Where's Milliken? though Vibreaux. He couldn't work in these conditions, these annoyingly dreadful, hot conditions. He needed to get out. Angelo's Diner served cool drinks in air-conditioned comfort and the senator had a Blackberry communication device, but could only operate it with the help of Milliken. Power Lunch at Angelo's with Milliken and the Blackberry. Decision made. The Senator began to stand when something very undesirable became apparent: the soggy rear-end portion of his pants had drooped and adhered to the wooden chair that he sat in. As he rose, the sound of wet cloth separating from the antique wood echoed in his ears. Time, as it often does at critical moments, slowed down to enhance the dramatic effect. The microscopic fabrics of his pants slowly let go of the dampened seat, causing the back portion of the senatorial trousers to slap his senatorial buttocks like the flaccid hand of nervous wimp. Hey, kinda like Milliken, he thought. It was the pinnacle of summer-time discomfort. It was swamp ass.
Vibreaux walked down the hall with a bow-legged gait to avoid the sweaty annoyance residing like a parasite between his legs. He spotted Milliken, or not-Milliken, standing at the end of the hall, staring, captivated by the television, a television conveniently placed in the hallway for the sake of this story (thanks to Theresa Simkins in the law office of Peters and Thompson on the third floor for the A/V assistance). On the television, tuned to channel 29 (your news first, now!), flashed the words "Breaking News."
And that's when State Senator Vibreaux found out that he'd been beaten by what 74.32% of the voters in his district had decided was his arch-nemesis: terror. To paraphrase the local newscast, terrorists, in a highly choreographed, well-plotted effort, rendered ineffective every air-conditioning unit in every office building belonging to every state senator. In a bold change of tactics, the terrorists decided to focus less on deadly spectacles and more on great inconveniences to shake fear into the hearts of Americans. They knew that hitting the entire legislative branch of one state with swamp ass was hitting America where it counted.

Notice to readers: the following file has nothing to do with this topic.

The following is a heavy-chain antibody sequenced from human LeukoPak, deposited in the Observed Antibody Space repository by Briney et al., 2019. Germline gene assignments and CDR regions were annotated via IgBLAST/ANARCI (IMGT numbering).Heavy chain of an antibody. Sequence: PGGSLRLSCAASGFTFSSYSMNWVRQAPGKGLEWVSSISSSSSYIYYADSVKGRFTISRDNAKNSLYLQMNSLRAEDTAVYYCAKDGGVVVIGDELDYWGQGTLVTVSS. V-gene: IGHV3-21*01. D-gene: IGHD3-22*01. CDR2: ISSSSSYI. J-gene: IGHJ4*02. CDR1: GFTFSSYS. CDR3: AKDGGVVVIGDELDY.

As unimportant as it had seemed at the time, something immediately struck not-Milliken. The air-conditioning maintenance guy who walked into the office shaking, asking for a roof key in a foreign accent wore a mask. He claimed it was a safety mask and not-Milliken just shrugged, said, "Cool," and handed the man the roof access key. If only not-Milliken could have grown about eight extra feet of guts just for that moment, he could have thwarted a terrorist plot. Not-Milliken would have been praised as a hero. But not-Milliken's body contained no genetic material capable of spontaneous organ lengthening, so not-Milliken remained a shamed and sheepish not-hero.
In press conferences called shortly thereafter, politicians called for backup air conditioning units and greater air conditioning security. The great lawmakers of this great land could tolerate many things, but soggy bottoms could cause chaffing and foul odor. What lobbyist could take an itchy, smelly elected official seriously? How could any hardworking politician be expected to come up with vague, roundabout responses to clear questions in conditions like these? In effect, to make these men of the state very, very hot and uncomfortable extended the possibility of a covert attack on other conveniences like drive-through banking and pay-at-the-pump.
78.46% of the constituents polled were very unhappy about the prospects of that.